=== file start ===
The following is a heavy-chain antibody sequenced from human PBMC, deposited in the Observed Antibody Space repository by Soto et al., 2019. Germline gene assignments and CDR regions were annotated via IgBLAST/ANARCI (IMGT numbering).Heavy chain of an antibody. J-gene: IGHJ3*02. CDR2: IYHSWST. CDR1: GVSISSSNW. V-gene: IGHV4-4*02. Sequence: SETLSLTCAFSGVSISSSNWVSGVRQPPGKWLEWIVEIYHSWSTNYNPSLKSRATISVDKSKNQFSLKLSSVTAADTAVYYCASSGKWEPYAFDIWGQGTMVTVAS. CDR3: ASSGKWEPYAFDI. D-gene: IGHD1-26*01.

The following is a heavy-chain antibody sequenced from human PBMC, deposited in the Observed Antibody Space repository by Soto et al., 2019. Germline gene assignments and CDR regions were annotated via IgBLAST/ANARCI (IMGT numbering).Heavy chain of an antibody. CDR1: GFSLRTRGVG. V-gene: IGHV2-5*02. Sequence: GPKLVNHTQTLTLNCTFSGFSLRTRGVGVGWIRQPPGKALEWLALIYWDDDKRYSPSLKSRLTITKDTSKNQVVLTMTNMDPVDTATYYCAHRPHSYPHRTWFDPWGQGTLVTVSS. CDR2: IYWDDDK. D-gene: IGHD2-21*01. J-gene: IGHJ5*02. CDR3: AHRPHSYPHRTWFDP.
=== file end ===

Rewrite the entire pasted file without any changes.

The following is a heavy-chain antibody sequenced from human PBMC, deposited in the Observed Antibody Space repository by Soto et al., 2019. Germline gene assignments and CDR regions were annotated via IgBLAST/ANARCI (IMGT numbering).Heavy chain of an antibody. J-gene: IGHJ3*02. CDR2: IYHSWST. CDR1: GVSISSSNW. V-gene: IGHV4-4*02. Sequence: SETLSLTCAFSGVSISSSNWVSGVRQPPGKWLEWIVEIYHSWSTNYNPSLKSRATISVDKSKNQFSLKLSSVTAADTAVYYCASSGKWEPYAFDIWGQGTMVTVAS. CDR3: ASSGKWEPYAFDI. D-gene: IGHD1-26*01.

The following is a heavy-chain antibody sequenced from human PBMC, deposited in the Observed Antibody Space repository by Soto et al., 2019. Germline gene assignments and CDR regions were annotated via IgBLAST/ANARCI (IMGT numbering).Heavy chain of an antibody. CDR1: GFSLRTRGVG. V-gene: IGHV2-5*02. Sequence: GPKLVNHTQTLTLNCTFSGFSLRTRGVGVGWIRQPPGKALEWLALIYWDDDKRYSPSLKSRLTITKDTSKNQVVLTMTNMDPVDTATYYCAHRPHSYPHRTWFDPWGQGTLVTVSS. CDR2: IYWDDDK. D-gene: IGHD2-21*01. J-gene: IGHJ5*02. CDR3: AHRPHSYPHRTWFDP.